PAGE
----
My 2001 Vstar 1100

2001 vstar 1100
This was my third bike, bought used September 11th, 2003 with only 1,700 km's on it. Most of the accessories were already on it. I added Yamaha hard leather bags and a Mustang seat with driver backrest. I still planned to ride through the winter on dry days but didn't put the heated grips on. At the December bike show in Toronto I bought a pair of Widder heated gloves and have been very satisfied with them. I provided several 12v sources at the handlebars, some live all the time and some live just with the key on. My GPS and heated gloves are the main reason for this extra power.

The summer of 2004 I bought a trailer and modified the Honda Goldwing hitch that came with it to mount on the Vstar. As of the end of 2005, I have put over 67,000 km's on this bike. It handles great riding 2 up pulling the trailer.

Picture #1 was taken about a week after I got it before heading up to Port severn.
Picture #2 was taken after I added a set of Yamaha hard leather bags.
Picture #3 was at Port Dover Feb. 13th, 2004.
Picture #4 was May of 2004 at my Daughter's in Kingston.
Picture #5 was at Port Severn Sept. 2004.
Pictures #6 & #7 were in Upper Stewiacke, Nova Scotia during our east coast trip the summer of 2005.

GPS, Gauges and wiring
Picture #1 shows a panel I made out of 1/4" plywood to fit between the windshield and handle bars to mount my GPS, volt and ammeter gauges, thermometer, cigarette lighter socket and a couple of switches, then covered it with black vinyl. Everything permanently mounted on the panel is wired to the key.
Pictures #2 & #3 show the flat 2 prong trailer plugs that supply power all the time to the GPS and my 12v gloves. The plug that is used for my gloves is also used to plug the battery tender in.

Installing a front fender rail
Pictures #1 & #2 show the front bolts that must be removed to instal the rail.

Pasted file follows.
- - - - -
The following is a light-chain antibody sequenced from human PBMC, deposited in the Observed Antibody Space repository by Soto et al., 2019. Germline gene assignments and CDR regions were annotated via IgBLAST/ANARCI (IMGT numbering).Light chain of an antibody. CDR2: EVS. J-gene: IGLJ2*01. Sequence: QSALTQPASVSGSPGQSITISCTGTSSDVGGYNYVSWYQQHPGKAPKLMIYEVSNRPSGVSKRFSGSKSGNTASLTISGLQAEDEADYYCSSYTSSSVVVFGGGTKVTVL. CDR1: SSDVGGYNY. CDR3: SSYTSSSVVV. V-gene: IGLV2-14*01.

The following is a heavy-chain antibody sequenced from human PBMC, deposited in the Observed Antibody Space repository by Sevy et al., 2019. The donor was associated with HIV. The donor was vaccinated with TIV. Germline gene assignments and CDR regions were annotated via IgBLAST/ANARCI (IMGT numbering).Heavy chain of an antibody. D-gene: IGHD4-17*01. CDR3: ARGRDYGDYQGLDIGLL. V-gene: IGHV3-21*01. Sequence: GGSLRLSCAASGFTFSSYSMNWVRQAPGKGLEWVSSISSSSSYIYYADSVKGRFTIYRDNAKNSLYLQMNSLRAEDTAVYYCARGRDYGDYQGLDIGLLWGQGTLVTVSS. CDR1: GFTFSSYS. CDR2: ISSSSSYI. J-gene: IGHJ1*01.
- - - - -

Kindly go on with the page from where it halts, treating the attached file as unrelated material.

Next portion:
Picture #3 shows a piece of masking tape on the fender where the front of the rail is fastened to the fender. Trace around the post onto the masking tape, then lift the rail and put something soft under it to hold it up while drilling the hole.
Pictures #4 shows the centre of the circle centre punched. Put a piece of wood between the fender and tire so as not to drill into the tire.
Pictures #5 shows drilling a 1/8" starter hole.
Pictures #6 shows the final 7/32" hole drilled.
Pictures #7 shows the installation completed.

Adjusting the rear spring preload
According to the manual, as you look down on the shock, turning the ring nut CCW (going to a higher number) increases the spring preload, making the suspension harder. There are 7 numbers to select. The minimum is 1 (soft) and the maximum is 7 (hard). The tool kit contains the ring nut wrench. I found I had to use a long bar to get enough leverage to turn the ring nut.

According to my thinking, adjusting the preload the way they say is backwards. Adjusting to a higher number is supposed to make it harder, but it lengthens the spring. I think lengthening the spring allows more travel, which makes it softer. My bike was set on number 2 and I changed it to 6. I am going to change it back to 3 and see what the difference is. I suspected I was bottoming when riding 2 up but I can't see any marks on the swing arm to indicate this. I have been told it i s probably the shock hitting the travel limit. I didn't find pulling the trailer made any difference.

Picture #1 shows seats removed.
Picture #2 shows the triangular piece of plastic that must be removed to get at the spring. The bottom 2 plastic fastneners have been removed and the screw driver points to the top one that is still in place.
Picture #3 shows the fastener with the centre post pushed in about 1/8". Don't push too hard or you will push it all the way through and probably not find it. Now you can lift the fastener out.